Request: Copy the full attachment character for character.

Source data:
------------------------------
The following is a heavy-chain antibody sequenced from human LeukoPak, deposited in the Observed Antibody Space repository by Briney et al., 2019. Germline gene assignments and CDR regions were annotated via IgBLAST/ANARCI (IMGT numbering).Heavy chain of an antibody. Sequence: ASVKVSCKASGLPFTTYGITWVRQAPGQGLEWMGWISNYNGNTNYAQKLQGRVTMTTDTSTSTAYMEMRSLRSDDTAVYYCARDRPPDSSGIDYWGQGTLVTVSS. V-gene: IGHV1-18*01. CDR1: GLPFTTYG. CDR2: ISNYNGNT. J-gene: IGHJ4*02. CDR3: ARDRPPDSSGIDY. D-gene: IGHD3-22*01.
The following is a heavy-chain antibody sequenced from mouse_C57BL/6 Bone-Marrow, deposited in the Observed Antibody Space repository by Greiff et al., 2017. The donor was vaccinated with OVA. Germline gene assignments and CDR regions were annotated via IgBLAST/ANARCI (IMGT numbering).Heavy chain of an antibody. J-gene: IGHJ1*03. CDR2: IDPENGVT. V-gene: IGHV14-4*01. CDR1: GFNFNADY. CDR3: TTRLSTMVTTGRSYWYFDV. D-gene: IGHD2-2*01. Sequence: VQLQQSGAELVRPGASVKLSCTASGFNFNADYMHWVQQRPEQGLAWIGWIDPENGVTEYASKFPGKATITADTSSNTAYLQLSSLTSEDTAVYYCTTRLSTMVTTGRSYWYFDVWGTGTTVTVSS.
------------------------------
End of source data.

The following is a heavy-chain antibody sequenced from human LeukoPak, deposited in the Observed Antibody Space repository by Briney et al., 2019. Germline gene assignments and CDR regions were annotated via IgBLAST/ANARCI (IMGT numbering).Heavy chain of an antibody. Sequence: ASVKVSCKASGLPFTTYGITWVRQAPGQGLEWMGWISNYNGNTNYAQKLQGRVTMTTDTSTSTAYMEMRSLRSDDTAVYYCARDRPPDSSGIDYWGQGTLVTVSS. V-gene: IGHV1-18*01. CDR1: GLPFTTYG. CDR2: ISNYNGNT. J-gene: IGHJ4*02. CDR3: ARDRPPDSSGIDY. D-gene: IGHD3-22*01.
The following is a heavy-chain antibody sequenced from mouse_C57BL/6 Bone-Marrow, deposited in the Observed Antibody Space repository by Greiff et al., 2017. The donor was vaccinated with OVA. Germline gene assignments and CDR regions were annotated via IgBLAST/ANARCI (IMGT numbering).Heavy chain of an antibody. J-gene: IGHJ1*03. CDR2: IDPENGVT. V-gene: IGHV14-4*01. CDR1: GFNFNADY. CDR3: TTRLSTMVTTGRSYWYFDV. D-gene: IGHD2-2*01. Sequence: VQLQQSGAELVRPGASVKLSCTASGFNFNADYMHWVQQRPEQGLAWIGWIDPENGVTEYASKFPGKATITADTSSNTAYLQLSSLTSEDTAVYYCTTRLSTMVTTGRSYWYFDVWGTGTTVTVSS.